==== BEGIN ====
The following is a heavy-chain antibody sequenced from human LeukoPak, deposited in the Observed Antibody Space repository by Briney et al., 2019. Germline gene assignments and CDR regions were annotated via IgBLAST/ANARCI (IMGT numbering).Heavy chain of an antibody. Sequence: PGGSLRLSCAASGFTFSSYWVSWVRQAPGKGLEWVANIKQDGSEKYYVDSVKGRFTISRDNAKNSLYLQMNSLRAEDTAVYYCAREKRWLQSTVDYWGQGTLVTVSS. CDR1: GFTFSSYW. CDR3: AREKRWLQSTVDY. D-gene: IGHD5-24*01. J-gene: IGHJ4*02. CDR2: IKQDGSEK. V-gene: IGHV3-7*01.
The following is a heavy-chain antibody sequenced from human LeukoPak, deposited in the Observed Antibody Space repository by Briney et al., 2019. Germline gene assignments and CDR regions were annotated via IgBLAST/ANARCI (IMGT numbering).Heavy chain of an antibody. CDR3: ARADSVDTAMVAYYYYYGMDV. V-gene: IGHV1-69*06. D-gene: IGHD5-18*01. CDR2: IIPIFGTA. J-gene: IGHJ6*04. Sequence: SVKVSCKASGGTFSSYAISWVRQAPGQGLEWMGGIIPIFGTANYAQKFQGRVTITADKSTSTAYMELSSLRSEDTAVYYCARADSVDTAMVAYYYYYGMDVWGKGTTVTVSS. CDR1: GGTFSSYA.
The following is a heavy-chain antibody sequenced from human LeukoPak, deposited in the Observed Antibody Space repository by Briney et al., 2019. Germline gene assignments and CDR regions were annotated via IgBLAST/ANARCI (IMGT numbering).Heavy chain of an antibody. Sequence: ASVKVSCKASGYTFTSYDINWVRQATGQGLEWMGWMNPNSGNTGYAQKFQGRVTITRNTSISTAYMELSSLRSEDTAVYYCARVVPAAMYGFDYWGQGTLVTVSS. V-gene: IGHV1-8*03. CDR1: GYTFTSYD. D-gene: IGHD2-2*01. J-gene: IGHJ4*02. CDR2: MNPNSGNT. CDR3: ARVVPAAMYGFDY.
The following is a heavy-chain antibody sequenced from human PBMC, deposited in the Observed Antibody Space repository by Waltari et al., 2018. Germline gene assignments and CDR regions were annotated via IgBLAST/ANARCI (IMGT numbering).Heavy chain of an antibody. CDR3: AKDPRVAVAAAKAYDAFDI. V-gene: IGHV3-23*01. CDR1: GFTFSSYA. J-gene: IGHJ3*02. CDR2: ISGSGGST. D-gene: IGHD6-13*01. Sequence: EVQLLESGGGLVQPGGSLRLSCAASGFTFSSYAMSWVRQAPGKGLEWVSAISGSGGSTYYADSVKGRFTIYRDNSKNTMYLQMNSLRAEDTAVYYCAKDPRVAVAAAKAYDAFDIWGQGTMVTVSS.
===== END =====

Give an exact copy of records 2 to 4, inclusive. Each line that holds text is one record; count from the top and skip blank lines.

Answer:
The following is a heavy-chain antibody sequenced from human LeukoPak, deposited in the Observed Antibody Space repository by Briney et al., 2019. Germline gene assignments and CDR regions were annotated via IgBLAST/ANARCI (IMGT numbering).Heavy chain of an antibody. CDR3: ARADSVDTAMVAYYYYYGMDV. V-gene: IGHV1-69*06. D-gene: IGHD5-18*01. CDR2: IIPIFGTA. J-gene: IGHJ6*04. Sequence: SVKVSCKASGGTFSSYAISWVRQAPGQGLEWMGGIIPIFGTANYAQKFQGRVTITADKSTSTAYMELSSLRSEDTAVYYCARADSVDTAMVAYYYYYGMDVWGKGTTVTVSS. CDR1: GGTFSSYA.
The following is a heavy-chain antibody sequenced from human LeukoPak, deposited in the Observed Antibody Space repository by Briney et al., 2019. Germline gene assignments and CDR regions were annotated via IgBLAST/ANARCI (IMGT numbering).Heavy chain of an antibody. Sequence: ASVKVSCKASGYTFTSYDINWVRQATGQGLEWMGWMNPNSGNTGYAQKFQGRVTITRNTSISTAYMELSSLRSEDTAVYYCARVVPAAMYGFDYWGQGTLVTVSS. V-gene: IGHV1-8*03. CDR1: GYTFTSYD. D-gene: IGHD2-2*01. J-gene: IGHJ4*02. CDR2: MNPNSGNT. CDR3: ARVVPAAMYGFDY.
The following is a heavy-chain antibody sequenced from human PBMC, deposited in the Observed Antibody Space repository by Waltari et al., 2018. Germline gene assignments and CDR regions were annotated via IgBLAST/ANARCI (IMGT numbering).Heavy chain of an antibody. CDR3: AKDPRVAVAAAKAYDAFDI. V-gene: IGHV3-23*01. CDR1: GFTFSSYA. J-gene: IGHJ3*02. CDR2: ISGSGGST. D-gene: IGHD6-13*01. Sequence: EVQLLESGGGLVQPGGSLRLSCAASGFTFSSYAMSWVRQAPGKGLEWVSAISGSGGSTYYADSVKGRFTIYRDNSKNTMYLQMNSLRAEDTAVYYCAKDPRVAVAAAKAYDAFDIWGQGTMVTVSS.